Rules to Bid By
By Jack Curran
Last time, under the inspiration of an Ultiworld article covering commonly mistaken rules, I went over picks and the continuation rule. This time I’m going to cover confusing situations that arise when we’re dealing with fouls away from the disc.
This article is part of the AFDC’s Rules to Bid By series by local observer Jack Curran.
Fouls Away from the Disc
Players have quite a bit of experience when it comes to how to treat a receiving foul or a marking foul, but for a foul that takes place away from the disc, we might have to dig into the rules a little deeper.
Here’s our scenario:
Sean, Anna, and Steven are on offense and are being guarded by Howard, Lauren, and Ryan respectively. Anna is trapped on the sideline with the disc and Sean is trying to make a dump cut, but Howard is being very physical, and bodying him hard. Sean, unable to deal with contact, meekly calls a foul. At the same time, Steven cuts from the the breakside to fill in the dump spot. Anna, not hearing the foul call, breaks the disc to Steven who catches it easily.
Where should the disc go? What if Sean had caught the disc instead or it had been a turnover?
The foul rules state
- If the team that called the infraction has possession
- If the offense called the infraction before the thrower began the act of throwing, play stops and possession reverts to the thrower .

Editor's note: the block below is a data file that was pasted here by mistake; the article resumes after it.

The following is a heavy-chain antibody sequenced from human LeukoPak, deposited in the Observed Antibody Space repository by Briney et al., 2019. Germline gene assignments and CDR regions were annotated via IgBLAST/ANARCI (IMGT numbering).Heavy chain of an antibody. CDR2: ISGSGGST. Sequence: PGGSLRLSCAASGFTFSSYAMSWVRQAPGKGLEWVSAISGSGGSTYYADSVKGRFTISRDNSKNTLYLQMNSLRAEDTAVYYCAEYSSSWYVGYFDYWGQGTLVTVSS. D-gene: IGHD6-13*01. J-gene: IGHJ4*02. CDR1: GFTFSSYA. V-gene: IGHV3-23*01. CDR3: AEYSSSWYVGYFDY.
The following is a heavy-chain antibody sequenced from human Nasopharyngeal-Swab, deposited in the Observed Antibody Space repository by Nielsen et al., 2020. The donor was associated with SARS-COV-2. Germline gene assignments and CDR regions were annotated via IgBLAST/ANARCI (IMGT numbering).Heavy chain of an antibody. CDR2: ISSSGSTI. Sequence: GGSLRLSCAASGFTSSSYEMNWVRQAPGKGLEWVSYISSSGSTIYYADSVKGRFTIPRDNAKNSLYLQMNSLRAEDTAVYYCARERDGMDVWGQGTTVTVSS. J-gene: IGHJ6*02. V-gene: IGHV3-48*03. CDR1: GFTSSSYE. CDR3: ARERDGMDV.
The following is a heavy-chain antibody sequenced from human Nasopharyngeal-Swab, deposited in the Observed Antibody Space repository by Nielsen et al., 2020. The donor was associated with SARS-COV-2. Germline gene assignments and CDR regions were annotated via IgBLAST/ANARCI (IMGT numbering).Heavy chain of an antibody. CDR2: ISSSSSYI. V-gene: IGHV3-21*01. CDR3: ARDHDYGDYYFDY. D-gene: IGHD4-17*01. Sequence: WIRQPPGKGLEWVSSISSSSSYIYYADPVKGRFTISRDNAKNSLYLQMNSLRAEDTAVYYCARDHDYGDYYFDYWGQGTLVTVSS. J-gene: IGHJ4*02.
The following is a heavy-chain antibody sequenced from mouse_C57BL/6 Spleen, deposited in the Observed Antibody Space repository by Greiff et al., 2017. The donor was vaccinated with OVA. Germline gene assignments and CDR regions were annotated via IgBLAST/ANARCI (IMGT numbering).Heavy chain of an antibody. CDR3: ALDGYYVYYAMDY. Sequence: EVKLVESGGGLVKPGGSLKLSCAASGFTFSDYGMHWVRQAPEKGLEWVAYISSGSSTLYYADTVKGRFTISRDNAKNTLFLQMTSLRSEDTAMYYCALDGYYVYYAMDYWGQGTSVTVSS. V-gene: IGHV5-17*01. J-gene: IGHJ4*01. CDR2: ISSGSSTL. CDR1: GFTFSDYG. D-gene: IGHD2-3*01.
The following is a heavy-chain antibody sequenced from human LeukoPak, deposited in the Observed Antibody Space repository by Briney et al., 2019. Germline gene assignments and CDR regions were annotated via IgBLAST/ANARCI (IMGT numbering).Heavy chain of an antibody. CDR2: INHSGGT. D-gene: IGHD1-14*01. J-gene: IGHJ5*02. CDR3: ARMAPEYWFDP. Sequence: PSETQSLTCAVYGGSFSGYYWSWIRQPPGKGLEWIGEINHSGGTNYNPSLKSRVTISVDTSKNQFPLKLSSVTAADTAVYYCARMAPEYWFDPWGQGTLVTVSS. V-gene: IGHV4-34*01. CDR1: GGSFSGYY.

Since Sean’s team has possession and he called the infraction, possession must revert back to Anna. This is true no matter what the outcome. It doesn’t matter if the play was affected by the foul, or if it was a turnover. If Howard doesn’t contest the foul, the stall comes in on 0, if he does contest, it comes in on the last reached count + 1 (or 6 if over 5).
An Alternative scenario
Lets consider an alternative scenario where Anna is still trapped on the sideline. Sean, as the dump, cuts up line. Sean, tired of Howard’s physical play, shoulders Howard into the ground, and Howard calls a foul. Anna, not hearing the foul, breaks to Steven for a completion.
We have to search for our old friend, the continuation rule again, because we’re under the same scenario as a pick:
- If the team that committed the infraction has possession:
- If the infraction affected the play, play stops and the disc reverts to the thrower unless the specific rule says otherwise.
- If the infraction did not affect the play, play stops and the result of the play stands.
Sean has committed the infraction with his team in possession. However, we can assume that Howard getting tackled did not affect the throw to Steven. Consequently, the disc remains with Steven. If Sean had caught the disc, the infraction would have affected play, and possession would revert back to Anna. If Anna had thrown a turnover, the play would stand and it would become the defense’s disc.
- A foul called against the defense, away from the disc, and before the throw causes play to stop and the disc to revert back to the thrower.
- A foul called against the offense is similar to a pick.
- If the foul affected the play, a completion will revert back to the thrower.
- If it did not affect the play, the disc will stay with the receiver.
- If the thrower throws a turnover, the turn will stand.